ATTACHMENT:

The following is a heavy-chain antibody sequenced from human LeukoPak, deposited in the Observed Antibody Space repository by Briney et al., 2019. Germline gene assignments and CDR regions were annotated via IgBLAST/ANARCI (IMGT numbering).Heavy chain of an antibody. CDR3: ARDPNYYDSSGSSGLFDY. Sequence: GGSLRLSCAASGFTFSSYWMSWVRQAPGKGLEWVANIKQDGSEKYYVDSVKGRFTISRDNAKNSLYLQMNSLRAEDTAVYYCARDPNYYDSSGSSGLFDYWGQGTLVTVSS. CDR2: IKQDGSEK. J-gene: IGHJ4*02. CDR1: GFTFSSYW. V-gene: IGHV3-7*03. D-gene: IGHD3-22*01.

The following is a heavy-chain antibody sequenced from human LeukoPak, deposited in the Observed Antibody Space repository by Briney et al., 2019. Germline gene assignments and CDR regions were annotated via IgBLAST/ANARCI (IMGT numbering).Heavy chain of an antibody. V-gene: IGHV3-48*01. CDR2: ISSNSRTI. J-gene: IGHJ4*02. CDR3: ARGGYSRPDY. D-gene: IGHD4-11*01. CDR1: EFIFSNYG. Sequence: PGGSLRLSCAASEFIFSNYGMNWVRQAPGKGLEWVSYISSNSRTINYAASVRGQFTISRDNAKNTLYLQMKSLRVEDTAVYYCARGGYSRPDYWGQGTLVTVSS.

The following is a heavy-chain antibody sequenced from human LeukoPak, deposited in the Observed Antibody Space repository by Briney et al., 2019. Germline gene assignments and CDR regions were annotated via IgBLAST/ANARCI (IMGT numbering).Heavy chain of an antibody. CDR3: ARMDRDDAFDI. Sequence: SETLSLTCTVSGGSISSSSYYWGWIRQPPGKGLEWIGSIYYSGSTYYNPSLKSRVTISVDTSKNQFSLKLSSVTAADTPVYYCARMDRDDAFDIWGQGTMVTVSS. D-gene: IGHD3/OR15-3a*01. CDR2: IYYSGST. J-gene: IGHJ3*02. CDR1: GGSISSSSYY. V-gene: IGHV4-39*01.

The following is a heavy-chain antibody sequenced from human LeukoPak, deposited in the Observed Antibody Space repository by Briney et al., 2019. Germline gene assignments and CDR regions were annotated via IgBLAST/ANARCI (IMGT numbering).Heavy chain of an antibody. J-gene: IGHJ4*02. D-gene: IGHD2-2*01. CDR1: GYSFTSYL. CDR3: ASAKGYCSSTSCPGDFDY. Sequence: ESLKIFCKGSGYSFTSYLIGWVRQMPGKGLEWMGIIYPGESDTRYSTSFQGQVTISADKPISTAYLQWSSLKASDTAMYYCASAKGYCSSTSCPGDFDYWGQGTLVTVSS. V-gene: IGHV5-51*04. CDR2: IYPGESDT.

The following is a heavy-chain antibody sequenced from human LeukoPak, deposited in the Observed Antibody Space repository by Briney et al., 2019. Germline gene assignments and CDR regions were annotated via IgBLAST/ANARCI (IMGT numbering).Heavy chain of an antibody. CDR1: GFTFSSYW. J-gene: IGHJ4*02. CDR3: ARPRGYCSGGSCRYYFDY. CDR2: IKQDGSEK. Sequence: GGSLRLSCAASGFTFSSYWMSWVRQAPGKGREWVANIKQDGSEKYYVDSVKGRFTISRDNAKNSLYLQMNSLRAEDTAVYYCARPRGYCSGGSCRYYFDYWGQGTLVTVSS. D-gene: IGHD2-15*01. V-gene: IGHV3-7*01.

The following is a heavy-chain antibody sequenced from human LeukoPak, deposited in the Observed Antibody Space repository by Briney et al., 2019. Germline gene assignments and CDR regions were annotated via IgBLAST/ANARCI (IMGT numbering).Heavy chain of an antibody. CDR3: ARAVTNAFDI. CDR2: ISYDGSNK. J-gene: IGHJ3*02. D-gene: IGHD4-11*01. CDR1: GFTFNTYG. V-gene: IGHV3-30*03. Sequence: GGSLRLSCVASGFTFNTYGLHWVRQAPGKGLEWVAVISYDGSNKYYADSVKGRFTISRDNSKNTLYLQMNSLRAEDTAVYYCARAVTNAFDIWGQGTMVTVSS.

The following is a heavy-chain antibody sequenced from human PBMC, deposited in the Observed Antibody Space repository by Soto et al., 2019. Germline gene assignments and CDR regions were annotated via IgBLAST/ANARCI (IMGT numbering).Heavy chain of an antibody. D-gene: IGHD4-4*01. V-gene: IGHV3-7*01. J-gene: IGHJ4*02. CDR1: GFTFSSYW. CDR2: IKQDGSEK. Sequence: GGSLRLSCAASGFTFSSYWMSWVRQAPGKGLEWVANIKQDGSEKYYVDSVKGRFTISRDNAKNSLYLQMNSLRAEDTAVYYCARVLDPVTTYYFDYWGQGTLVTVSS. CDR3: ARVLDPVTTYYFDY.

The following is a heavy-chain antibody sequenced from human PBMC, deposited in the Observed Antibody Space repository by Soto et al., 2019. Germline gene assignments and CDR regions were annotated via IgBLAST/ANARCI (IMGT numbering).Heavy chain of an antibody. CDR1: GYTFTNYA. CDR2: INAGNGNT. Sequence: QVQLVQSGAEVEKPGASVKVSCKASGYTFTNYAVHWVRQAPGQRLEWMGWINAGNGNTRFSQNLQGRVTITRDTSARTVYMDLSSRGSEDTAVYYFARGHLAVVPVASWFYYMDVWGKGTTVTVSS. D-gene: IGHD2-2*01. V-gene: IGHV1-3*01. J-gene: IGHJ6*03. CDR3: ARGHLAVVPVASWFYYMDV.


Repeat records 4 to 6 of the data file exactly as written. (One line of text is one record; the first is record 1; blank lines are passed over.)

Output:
The following is a heavy-chain antibody sequenced from human LeukoPak, deposited in the Observed Antibody Space repository by Briney et al., 2019. Germline gene assignments and CDR regions were annotated via IgBLAST/ANARCI (IMGT numbering).Heavy chain of an antibody. J-gene: IGHJ4*02. D-gene: IGHD2-2*01. CDR1: GYSFTSYL. CDR3: ASAKGYCSSTSCPGDFDY. Sequence: ESLKIFCKGSGYSFTSYLIGWVRQMPGKGLEWMGIIYPGESDTRYSTSFQGQVTISADKPISTAYLQWSSLKASDTAMYYCASAKGYCSSTSCPGDFDYWGQGTLVTVSS. V-gene: IGHV5-51*04. CDR2: IYPGESDT.

The following is a heavy-chain antibody sequenced from human LeukoPak, deposited in the Observed Antibody Space repository by Briney et al., 2019. Germline gene assignments and CDR regions were annotated via IgBLAST/ANARCI (IMGT numbering).Heavy chain of an antibody. CDR1: GFTFSSYW. J-gene: IGHJ4*02. CDR3: ARPRGYCSGGSCRYYFDY. CDR2: IKQDGSEK. Sequence: GGSLRLSCAASGFTFSSYWMSWVRQAPGKGREWVANIKQDGSEKYYVDSVKGRFTISRDNAKNSLYLQMNSLRAEDTAVYYCARPRGYCSGGSCRYYFDYWGQGTLVTVSS. D-gene: IGHD2-15*01. V-gene: IGHV3-7*01.

The following is a heavy-chain antibody sequenced from human LeukoPak, deposited in the Observed Antibody Space repository by Briney et al., 2019. Germline gene assignments and CDR regions were annotated via IgBLAST/ANARCI (IMGT numbering).Heavy chain of an antibody. CDR3: ARAVTNAFDI. CDR2: ISYDGSNK. J-gene: IGHJ3*02. D-gene: IGHD4-11*01. CDR1: GFTFNTYG. V-gene: IGHV3-30*03. Sequence: GGSLRLSCVASGFTFNTYGLHWVRQAPGKGLEWVAVISYDGSNKYYADSVKGRFTISRDNSKNTLYLQMNSLRAEDTAVYYCARAVTNAFDIWGQGTMVTVSS.